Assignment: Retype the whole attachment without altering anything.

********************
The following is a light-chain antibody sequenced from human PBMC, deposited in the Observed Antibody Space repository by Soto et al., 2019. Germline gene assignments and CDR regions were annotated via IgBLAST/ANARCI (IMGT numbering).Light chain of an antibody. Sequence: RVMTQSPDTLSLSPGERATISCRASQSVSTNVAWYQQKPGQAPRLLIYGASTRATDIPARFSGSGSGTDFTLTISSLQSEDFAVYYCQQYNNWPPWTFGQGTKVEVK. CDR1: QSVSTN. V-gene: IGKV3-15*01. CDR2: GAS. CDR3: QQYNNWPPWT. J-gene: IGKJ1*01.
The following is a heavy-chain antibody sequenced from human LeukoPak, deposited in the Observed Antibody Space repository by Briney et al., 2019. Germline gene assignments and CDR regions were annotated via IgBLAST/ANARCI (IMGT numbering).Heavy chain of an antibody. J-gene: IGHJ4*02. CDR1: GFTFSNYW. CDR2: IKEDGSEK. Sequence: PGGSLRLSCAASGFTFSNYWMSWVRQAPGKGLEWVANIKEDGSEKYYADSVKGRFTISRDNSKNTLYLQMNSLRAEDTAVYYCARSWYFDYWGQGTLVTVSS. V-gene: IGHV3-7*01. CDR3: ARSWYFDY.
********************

The following is a light-chain antibody sequenced from human PBMC, deposited in the Observed Antibody Space repository by Soto et al., 2019. Germline gene assignments and CDR regions were annotated via IgBLAST/ANARCI (IMGT numbering).Light chain of an antibody. Sequence: RVMTQSPDTLSLSPGERATISCRASQSVSTNVAWYQQKPGQAPRLLIYGASTRATDIPARFSGSGSGTDFTLTISSLQSEDFAVYYCQQYNNWPPWTFGQGTKVEVK. CDR1: QSVSTN. V-gene: IGKV3-15*01. CDR2: GAS. CDR3: QQYNNWPPWT. J-gene: IGKJ1*01.
The following is a heavy-chain antibody sequenced from human LeukoPak, deposited in the Observed Antibody Space repository by Briney et al., 2019. Germline gene assignments and CDR regions were annotated via IgBLAST/ANARCI (IMGT numbering).Heavy chain of an antibody. J-gene: IGHJ4*02. CDR1: GFTFSNYW. CDR2: IKEDGSEK. Sequence: PGGSLRLSCAASGFTFSNYWMSWVRQAPGKGLEWVANIKEDGSEKYYADSVKGRFTISRDNSKNTLYLQMNSLRAEDTAVYYCARSWYFDYWGQGTLVTVSS. V-gene: IGHV3-7*01. CDR3: ARSWYFDY.